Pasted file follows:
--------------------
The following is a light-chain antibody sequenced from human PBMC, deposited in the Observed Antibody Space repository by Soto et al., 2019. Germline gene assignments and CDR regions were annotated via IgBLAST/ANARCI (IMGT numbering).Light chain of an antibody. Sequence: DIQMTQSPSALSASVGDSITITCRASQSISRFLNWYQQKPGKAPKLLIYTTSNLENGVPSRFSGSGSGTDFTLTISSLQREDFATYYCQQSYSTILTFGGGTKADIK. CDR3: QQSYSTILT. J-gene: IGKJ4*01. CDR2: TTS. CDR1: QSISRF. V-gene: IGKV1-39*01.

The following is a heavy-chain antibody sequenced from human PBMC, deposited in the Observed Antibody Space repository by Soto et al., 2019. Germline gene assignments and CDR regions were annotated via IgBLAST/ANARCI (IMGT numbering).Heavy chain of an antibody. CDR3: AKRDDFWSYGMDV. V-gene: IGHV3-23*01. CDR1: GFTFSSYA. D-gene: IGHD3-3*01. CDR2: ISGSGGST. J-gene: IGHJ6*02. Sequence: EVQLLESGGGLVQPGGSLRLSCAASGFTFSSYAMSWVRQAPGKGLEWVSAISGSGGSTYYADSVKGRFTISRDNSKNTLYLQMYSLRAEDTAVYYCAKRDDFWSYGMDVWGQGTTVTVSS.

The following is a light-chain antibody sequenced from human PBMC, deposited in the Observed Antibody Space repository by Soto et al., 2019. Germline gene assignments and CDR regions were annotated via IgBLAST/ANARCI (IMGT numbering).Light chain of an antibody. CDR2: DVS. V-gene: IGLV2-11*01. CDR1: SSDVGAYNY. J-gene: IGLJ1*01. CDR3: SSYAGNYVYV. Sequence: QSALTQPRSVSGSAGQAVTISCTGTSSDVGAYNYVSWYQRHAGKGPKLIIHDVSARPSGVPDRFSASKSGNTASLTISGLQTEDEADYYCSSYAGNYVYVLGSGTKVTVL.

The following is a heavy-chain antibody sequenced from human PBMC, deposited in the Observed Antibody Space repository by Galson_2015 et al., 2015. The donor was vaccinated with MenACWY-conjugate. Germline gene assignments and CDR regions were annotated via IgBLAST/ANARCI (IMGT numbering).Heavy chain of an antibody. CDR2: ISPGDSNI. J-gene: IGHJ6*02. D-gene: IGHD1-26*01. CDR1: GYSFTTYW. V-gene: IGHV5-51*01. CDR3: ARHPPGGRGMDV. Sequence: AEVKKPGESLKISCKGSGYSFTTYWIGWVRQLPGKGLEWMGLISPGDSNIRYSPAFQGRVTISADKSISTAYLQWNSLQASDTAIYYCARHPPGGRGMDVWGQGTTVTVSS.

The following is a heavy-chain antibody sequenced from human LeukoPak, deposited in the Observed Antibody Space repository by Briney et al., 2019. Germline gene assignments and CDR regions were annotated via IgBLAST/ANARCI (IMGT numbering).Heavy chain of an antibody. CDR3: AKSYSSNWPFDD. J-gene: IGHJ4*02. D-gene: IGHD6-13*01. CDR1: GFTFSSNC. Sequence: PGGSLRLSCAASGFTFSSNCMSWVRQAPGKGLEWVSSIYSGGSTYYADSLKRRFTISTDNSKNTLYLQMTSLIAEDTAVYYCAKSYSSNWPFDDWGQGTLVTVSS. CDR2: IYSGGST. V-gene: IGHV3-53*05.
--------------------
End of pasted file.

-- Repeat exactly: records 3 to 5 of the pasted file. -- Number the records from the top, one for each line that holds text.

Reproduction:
The following is a light-chain antibody sequenced from human PBMC, deposited in the Observed Antibody Space repository by Soto et al., 2019. Germline gene assignments and CDR regions were annotated via IgBLAST/ANARCI (IMGT numbering).Light chain of an antibody. CDR2: DVS. V-gene: IGLV2-11*01. CDR1: SSDVGAYNY. J-gene: IGLJ1*01. CDR3: SSYAGNYVYV. Sequence: QSALTQPRSVSGSAGQAVTISCTGTSSDVGAYNYVSWYQRHAGKGPKLIIHDVSARPSGVPDRFSASKSGNTASLTISGLQTEDEADYYCSSYAGNYVYVLGSGTKVTVL.

The following is a heavy-chain antibody sequenced from human PBMC, deposited in the Observed Antibody Space repository by Galson_2015 et al., 2015. The donor was vaccinated with MenACWY-conjugate. Germline gene assignments and CDR regions were annotated via IgBLAST/ANARCI (IMGT numbering).Heavy chain of an antibody. CDR2: ISPGDSNI. J-gene: IGHJ6*02. D-gene: IGHD1-26*01. CDR1: GYSFTTYW. V-gene: IGHV5-51*01. CDR3: ARHPPGGRGMDV. Sequence: AEVKKPGESLKISCKGSGYSFTTYWIGWVRQLPGKGLEWMGLISPGDSNIRYSPAFQGRVTISADKSISTAYLQWNSLQASDTAIYYCARHPPGGRGMDVWGQGTTVTVSS.

The following is a heavy-chain antibody sequenced from human LeukoPak, deposited in the Observed Antibody Space repository by Briney et al., 2019. Germline gene assignments and CDR regions were annotated via IgBLAST/ANARCI (IMGT numbering).Heavy chain of an antibody. CDR3: AKSYSSNWPFDD. J-gene: IGHJ4*02. D-gene: IGHD6-13*01. CDR1: GFTFSSNC. Sequence: PGGSLRLSCAASGFTFSSNCMSWVRQAPGKGLEWVSSIYSGGSTYYADSLKRRFTISTDNSKNTLYLQMTSLIAEDTAVYYCAKSYSSNWPFDDWGQGTLVTVSS. CDR2: IYSGGST. V-gene: IGHV3-53*05.